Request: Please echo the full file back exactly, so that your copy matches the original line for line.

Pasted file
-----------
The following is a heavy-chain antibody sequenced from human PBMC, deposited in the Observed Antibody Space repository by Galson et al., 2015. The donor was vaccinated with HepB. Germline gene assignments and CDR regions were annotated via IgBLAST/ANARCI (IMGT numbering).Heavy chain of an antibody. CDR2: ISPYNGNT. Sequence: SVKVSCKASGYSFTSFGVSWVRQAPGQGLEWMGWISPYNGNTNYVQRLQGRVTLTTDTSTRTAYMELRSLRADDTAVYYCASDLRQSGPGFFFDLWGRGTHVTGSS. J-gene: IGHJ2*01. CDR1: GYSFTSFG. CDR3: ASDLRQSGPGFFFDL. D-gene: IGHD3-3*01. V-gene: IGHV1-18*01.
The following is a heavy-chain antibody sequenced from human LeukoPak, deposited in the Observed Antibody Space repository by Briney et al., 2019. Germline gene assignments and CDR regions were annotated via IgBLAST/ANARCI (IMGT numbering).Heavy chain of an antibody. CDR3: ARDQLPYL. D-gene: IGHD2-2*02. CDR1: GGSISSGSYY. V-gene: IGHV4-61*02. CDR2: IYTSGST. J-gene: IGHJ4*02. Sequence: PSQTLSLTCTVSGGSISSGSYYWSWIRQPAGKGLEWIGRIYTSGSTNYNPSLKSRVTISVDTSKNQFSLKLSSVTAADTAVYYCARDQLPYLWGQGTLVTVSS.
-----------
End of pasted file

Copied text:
The following is a heavy-chain antibody sequenced from human PBMC, deposited in the Observed Antibody Space repository by Galson et al., 2015. The donor was vaccinated with HepB. Germline gene assignments and CDR regions were annotated via IgBLAST/ANARCI (IMGT numbering).Heavy chain of an antibody. CDR2: ISPYNGNT. Sequence: SVKVSCKASGYSFTSFGVSWVRQAPGQGLEWMGWISPYNGNTNYVQRLQGRVTLTTDTSTRTAYMELRSLRADDTAVYYCASDLRQSGPGFFFDLWGRGTHVTGSS. J-gene: IGHJ2*01. CDR1: GYSFTSFG. CDR3: ASDLRQSGPGFFFDL. D-gene: IGHD3-3*01. V-gene: IGHV1-18*01.
The following is a heavy-chain antibody sequenced from human LeukoPak, deposited in the Observed Antibody Space repository by Briney et al., 2019. Germline gene assignments and CDR regions were annotated via IgBLAST/ANARCI (IMGT numbering).Heavy chain of an antibody. CDR3: ARDQLPYL. D-gene: IGHD2-2*02. CDR1: GGSISSGSYY. V-gene: IGHV4-61*02. CDR2: IYTSGST. J-gene: IGHJ4*02. Sequence: PSQTLSLTCTVSGGSISSGSYYWSWIRQPAGKGLEWIGRIYTSGSTNYNPSLKSRVTISVDTSKNQFSLKLSSVTAADTAVYYCARDQLPYLWGQGTLVTVSS.